Are your own emotions wreaking havoc with your financial decisions? Let’s set a time to talk about how we can work together to reduce the thrills and up the odds for your financial success.

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Risk takers take note: The S&P 500 was 2014’s best high-stakes bet!

Risk takers take note: The S&P 500 was 2014’s best high-stakes bet!

The financial headlines are exciting these days. The S&P 500 added a whopping 11.4% in 2014. Nasdaq was up by 11%. And the DOW jumped 7.5%.

 

With these great numbers blaring at you from the bright lights of the news media, you might be asking: “Why aren’t my numbers looking so impressive? What am I doing wrong?”

 

The fact is, unless you’re willing to bet your portfolio on high-risk, short-term returns, if your portfolio delivered a relatively modest sounding after-inflation return of 3-4% in 2014, it’s likely you’re doing everything right. Here’s why:

A balanced portfolio of 60% stocks and 40% bonds delivers a much more reliable return on investment than 100% stocks. There may not be any fireworks when you see that single-digit number, but remember that the goal is to achieve a solid long-term return—after tax, after inflation, and after fees—all at a reasonable risk based on your long-term financial goals. A well-balanced, diversified portfolio includes four major asset classes, with varying percentages depending on your personal financial goals, time horizon, and other key factors. These four components are:

  1. Domestic large-cap equities

  2. Domestic mid-cap, and small-cap equities

  3. International equities (including global stocks in developed and emerging markets)

  4. Fixed-income securities (including bonds)

While it’s true that domestic caps performed undeniably well last year, history tells us that maintaining a careful mix of these four key components (with the riskier equities category decreasing in weight as the time horizon decreases) can decrease risk substantially and deliver a more predictable return over the long term. When comparing a strict S&P 500 to a sample diversified portfolio over a nearly 10-year period from October 2003 to May 2013, the diversified portfolio earned an extra 2.9% annually—at substantially less risk than the equities portfolio.

 

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(Source: Diversification: Why Not Put Everything in Whatever Will Go Up the Most?, Forbes, July 2013)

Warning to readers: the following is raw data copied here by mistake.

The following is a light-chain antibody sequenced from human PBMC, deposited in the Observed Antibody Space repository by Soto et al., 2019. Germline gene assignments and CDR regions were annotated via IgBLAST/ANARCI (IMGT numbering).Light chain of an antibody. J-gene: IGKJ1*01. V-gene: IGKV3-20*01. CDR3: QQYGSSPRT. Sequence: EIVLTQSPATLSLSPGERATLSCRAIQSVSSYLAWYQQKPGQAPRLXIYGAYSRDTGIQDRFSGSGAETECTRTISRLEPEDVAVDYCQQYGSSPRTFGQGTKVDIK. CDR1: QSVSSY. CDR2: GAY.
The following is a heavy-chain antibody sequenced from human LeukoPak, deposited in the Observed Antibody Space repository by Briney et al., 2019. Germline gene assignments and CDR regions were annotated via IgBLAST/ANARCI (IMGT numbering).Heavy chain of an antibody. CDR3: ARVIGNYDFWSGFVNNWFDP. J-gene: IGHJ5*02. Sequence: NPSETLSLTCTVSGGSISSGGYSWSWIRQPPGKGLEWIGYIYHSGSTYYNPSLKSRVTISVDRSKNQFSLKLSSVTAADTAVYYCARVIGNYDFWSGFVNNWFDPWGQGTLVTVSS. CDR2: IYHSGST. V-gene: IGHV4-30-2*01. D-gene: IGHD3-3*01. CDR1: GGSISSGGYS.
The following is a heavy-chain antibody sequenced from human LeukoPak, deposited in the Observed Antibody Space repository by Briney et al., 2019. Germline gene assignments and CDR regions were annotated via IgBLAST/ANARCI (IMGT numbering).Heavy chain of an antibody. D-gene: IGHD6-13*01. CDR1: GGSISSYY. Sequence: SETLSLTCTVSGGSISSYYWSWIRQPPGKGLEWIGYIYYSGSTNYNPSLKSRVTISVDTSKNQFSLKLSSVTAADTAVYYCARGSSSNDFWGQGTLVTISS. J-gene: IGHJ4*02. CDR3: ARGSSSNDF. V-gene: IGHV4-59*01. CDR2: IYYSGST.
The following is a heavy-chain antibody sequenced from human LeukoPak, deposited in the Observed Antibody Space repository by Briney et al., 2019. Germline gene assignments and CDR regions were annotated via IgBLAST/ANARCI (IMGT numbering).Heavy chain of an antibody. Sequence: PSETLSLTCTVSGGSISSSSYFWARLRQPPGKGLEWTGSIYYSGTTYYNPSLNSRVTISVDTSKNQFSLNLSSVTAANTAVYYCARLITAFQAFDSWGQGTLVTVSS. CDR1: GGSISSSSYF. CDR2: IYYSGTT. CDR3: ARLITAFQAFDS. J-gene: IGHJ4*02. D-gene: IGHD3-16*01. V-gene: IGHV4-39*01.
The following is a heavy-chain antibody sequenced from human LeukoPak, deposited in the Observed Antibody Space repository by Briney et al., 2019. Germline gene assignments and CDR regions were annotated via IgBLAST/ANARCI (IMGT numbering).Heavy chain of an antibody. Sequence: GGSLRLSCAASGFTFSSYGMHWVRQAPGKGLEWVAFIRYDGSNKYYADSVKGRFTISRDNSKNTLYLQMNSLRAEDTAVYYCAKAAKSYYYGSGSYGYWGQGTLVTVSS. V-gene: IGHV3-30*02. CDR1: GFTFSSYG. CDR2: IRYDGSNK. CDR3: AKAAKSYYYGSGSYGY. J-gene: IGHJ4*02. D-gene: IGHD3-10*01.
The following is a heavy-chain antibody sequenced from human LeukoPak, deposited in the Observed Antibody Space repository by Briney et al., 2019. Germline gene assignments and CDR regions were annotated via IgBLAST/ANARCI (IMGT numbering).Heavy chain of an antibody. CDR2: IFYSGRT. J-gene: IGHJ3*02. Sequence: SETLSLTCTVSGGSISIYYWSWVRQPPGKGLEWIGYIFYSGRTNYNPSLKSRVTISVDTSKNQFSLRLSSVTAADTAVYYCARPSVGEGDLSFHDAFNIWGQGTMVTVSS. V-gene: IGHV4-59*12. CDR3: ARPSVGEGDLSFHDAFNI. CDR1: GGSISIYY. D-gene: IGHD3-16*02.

Hedge funds are a good example of the more risky approach, and there’s a good reason these funds aren’t delivering their touted too-good-to-be-true numbers these days too. Known for their inconsistent (but sometimes high-flying) returns, hedge funds averaged a return of just under 3% in 2014. Just like betting on that long shot at the racetrack, hedging the market is a tricky game—and the more volatile the market is, the trickier the game becomes.

 

It’s difficult to look away from the thrilling numbers of the major benchmarks— the S&P 500, Nasdaq, and the Dow—in 2014, but it’s important to remember that these highly publicized indexes don’t account for the not-so-little details of taxes, fees, commissions, and inflation, so the actual return to a portfolio isn’t quite what it seems (and really, is anything ever quite what it seems?!). And while the S&P 500 is one of the most watched indicators of performance for large cap equities, it includes only 500 stocks from more than 15,000+ to choose from. These 500 stocks are certainly representative of the overall market, but historically, the S&P has outperformed international developed and emerging-market stocks only three times since 2000, and it outperformed domestic midcap and small-cap stocks only once since 2000. While a $2 Million portfolio invested only in the S&P 500 in 2014 would have gained $228,000, that same portfolio would have lost more than $1.1 million during the great bear market of October 2007 to March 2009. That’s a level of volatility that even the most seasoned risk taker may find difficult to stomach.

 

Few anticipated such stellar returns on the S&P 500 last year. Perhaps even fewer anticipated the S&P 500’s 38% decline in 2008. If you really are a risk taker—and you’re willing to bet you financial future on the potential of cashing in on the long shot—you may get a good thrill from throwing your savings at the benchmarks. If you’re really, really lucky, you may see a fireworks-worthy return on your investment.

 

As for the rest of us? We’ll keep moving forward and striving for that nice, comfortable 3-4% each year after inflation, fees and expenses. Our nerves will benefit greatly, and my guess is that our retirement cash flow will be that much more comfortable when the time comes as well.

 

Is it time to explore changes to your own portfolio?I’m here when you’re ready (just please don’t ask me to place all your bets on the long shots—I don’t have the fortitude).